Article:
Monday, March 11, 2013

In Response to Christopher on Logic

This is in response to a post by an anarchist without adjectives about the logic concerned with those that believe in Anarcho-Capitalism. I believe his post has a lot of merit and a lot to add to the discussion of a stateless society. The post can be found here. I hope a lively discussion can continue from all of this.

His argument starts from giving a little tutorial on logical constructs, something he is correct about and I have no problem with. His tutorial is over sufficiency and necessity and how they are used. His examples for necessity are that for "john is a bachelor" to be true he must be a male, married, and an adult, these are NECESSARY conditions in order for the first statement to be true. As for sufficiency one can say that "john is a bachelor" and by saying that it is a SUFFICIENT condition to say that john is a man. He also makes this statement.
Now let's evaluate how these two concepts work together. A condition can be either necessary or sufficient without being the other. For instance, being a mammal (Q) is necessary but not sufficient to being human (P). A condition can also be both necessary and sufficient.
A good lesson over what he is about to lay out.

We must remember that all attacks on the definition of some term is always stemmed from ones own belief of what that word really means. Many people identify themselves as libertarians but we don't all agree on what libertarian means and many of us with the general same goal stick our nose up at other "not really libertarians". Christopher's attack is based off his (and others) definition of what anarchism is based off history and their own subjective beliefs. AnCaps do not fit the definition he has for anarchism therefore they are not anarchists.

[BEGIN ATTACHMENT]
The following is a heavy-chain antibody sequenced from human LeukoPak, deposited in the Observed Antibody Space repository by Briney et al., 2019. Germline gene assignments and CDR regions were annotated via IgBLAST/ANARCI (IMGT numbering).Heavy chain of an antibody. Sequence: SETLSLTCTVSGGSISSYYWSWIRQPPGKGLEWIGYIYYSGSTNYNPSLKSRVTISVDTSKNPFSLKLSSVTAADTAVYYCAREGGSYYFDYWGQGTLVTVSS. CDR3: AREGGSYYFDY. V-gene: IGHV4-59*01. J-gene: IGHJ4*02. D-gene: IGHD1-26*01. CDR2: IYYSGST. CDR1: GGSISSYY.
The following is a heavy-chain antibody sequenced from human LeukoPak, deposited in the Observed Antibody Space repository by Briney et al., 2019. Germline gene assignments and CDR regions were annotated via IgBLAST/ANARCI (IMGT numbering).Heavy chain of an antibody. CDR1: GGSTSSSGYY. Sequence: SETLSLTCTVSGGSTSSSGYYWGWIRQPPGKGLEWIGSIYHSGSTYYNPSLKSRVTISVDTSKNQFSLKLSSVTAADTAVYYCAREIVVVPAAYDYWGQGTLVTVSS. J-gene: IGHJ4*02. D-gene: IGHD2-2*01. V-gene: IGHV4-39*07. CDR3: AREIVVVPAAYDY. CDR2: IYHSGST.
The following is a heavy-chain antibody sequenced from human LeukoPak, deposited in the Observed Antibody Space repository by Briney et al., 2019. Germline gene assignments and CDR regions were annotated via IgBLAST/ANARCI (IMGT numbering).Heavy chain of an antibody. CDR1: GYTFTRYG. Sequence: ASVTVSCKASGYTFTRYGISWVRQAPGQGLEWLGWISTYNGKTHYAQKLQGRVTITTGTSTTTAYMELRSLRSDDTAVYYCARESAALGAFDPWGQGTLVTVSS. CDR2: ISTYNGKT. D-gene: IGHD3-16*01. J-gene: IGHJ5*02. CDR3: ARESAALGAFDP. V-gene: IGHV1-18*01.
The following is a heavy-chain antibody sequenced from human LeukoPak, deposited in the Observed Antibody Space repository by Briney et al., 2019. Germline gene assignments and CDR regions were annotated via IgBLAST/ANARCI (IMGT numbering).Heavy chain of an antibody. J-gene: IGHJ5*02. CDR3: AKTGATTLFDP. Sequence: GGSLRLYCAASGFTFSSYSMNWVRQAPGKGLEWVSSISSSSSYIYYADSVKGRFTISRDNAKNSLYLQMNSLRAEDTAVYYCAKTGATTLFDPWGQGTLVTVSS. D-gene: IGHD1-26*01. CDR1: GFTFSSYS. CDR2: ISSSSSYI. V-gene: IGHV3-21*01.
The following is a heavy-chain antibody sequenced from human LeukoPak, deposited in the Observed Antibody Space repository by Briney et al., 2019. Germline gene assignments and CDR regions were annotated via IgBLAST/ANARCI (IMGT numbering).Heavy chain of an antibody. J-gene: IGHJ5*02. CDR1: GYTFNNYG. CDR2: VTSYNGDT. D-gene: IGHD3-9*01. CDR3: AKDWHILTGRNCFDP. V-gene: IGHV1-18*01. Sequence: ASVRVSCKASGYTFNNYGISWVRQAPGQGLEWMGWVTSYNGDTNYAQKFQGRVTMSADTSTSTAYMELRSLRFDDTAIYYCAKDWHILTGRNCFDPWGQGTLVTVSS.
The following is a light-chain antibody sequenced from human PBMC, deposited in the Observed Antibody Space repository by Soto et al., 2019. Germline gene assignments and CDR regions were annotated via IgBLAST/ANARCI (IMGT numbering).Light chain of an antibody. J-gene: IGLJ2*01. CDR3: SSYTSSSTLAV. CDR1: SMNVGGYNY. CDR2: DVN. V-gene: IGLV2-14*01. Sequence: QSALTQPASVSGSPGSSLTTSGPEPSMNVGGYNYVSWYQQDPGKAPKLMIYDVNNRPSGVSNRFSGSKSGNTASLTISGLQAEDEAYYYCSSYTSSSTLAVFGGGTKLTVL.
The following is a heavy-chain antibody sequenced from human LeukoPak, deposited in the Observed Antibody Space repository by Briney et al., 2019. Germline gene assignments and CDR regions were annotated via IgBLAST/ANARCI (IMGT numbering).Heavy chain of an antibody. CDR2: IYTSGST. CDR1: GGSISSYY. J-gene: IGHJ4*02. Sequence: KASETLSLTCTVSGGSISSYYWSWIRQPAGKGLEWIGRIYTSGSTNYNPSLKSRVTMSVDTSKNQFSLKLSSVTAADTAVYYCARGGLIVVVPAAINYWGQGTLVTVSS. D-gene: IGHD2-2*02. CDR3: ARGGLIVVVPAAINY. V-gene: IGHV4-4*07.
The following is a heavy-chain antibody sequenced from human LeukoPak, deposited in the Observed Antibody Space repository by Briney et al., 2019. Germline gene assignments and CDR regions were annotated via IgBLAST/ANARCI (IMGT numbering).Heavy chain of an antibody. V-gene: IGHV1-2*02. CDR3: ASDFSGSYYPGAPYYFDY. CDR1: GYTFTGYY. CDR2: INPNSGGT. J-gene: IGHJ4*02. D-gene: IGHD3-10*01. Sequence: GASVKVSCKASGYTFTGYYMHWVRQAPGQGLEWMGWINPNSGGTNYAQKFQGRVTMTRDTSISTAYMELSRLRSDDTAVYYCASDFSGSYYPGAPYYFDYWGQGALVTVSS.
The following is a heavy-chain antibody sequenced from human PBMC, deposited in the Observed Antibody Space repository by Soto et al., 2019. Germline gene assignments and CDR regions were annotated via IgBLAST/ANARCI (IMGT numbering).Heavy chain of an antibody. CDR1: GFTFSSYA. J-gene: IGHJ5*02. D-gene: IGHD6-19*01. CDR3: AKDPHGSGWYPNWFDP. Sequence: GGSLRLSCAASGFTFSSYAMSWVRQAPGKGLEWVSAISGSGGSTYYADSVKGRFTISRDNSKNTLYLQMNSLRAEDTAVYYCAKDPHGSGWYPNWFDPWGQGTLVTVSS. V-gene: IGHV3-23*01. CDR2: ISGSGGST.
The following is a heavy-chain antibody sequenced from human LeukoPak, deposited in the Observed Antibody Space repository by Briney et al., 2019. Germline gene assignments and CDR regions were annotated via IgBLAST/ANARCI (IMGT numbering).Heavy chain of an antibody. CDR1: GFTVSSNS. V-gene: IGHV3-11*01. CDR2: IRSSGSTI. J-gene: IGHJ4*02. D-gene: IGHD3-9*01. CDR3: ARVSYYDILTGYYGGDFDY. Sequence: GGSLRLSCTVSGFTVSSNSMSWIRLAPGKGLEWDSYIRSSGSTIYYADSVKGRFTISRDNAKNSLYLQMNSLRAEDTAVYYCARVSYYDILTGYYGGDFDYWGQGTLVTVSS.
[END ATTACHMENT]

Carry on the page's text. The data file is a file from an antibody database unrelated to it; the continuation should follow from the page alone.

Christopher does not go bashing on AnCaps and their beliefs he merely asserts that they are not the anarchists they claim to be by his standards. From his article it seems that he defines anarchism as both the opposition of state authority and capitalist hierarchy. He claims that since AnCaps only oppose state authority they only have a necessary but not sufficient condition to call themselves anarchists.

With his definition of anarchism you cannot disagree with him that AnCaps aren't anarchists as he defines it. But I question the logical consistency of any form of anarchism even from the left leaning side. Christopher quite brilliantly balks at the logic behind how AnCaps oppose the State and not private property or as he says
to turn the bad ("ultimate decision-making power over a given area" The State ) into the good ("ultimate decision-making power over a given area" A private individual).
Bold added by me

It is something I have never thought of in terms of logical consistency and I truly believe this point alone is engaging and is the purpose of me wanting to respond because it truly made me think about my position. But do not worry fellow voluntarists I have not stepped away from my beliefs as I am still a market anarchist! I think there is much merit to that point but I also think it can be used to attack left leaning anarchists logically.

That is because at its core if the "ultimate decision-making power over a given area" where that area is my body and the land my feet lay upon is not given to me to whom can claim it? If not the person whose mind has total control it must be either someone else or a group others. Rothbard lays this out in many of his books starting from an island populated only by Crusoe and then going to Crusoe and Friday. If Crusoe does not have the ownership over his body then it must belong to Friday or a group of unknown people. As left leaning anarchism is typically defined as common ownership of scarce resources then it follows that every person on Earth "owns" all the scarce resources. This now holds that every person on Earth has "the ultimate decision-making power over a given area" where that given area is Earth itself. Every person on Earth has power over every other person on Earth therefore IT also fails to be sufficient to his definition of anarchy since there really would be no opposition to power.

The question then becomes whom should have the "ultimate decision-making power over a given area"? The individual whom has the control over his own body or a group of individuals, be it a State or whole group of individuals?

I'm sure you know my answer.

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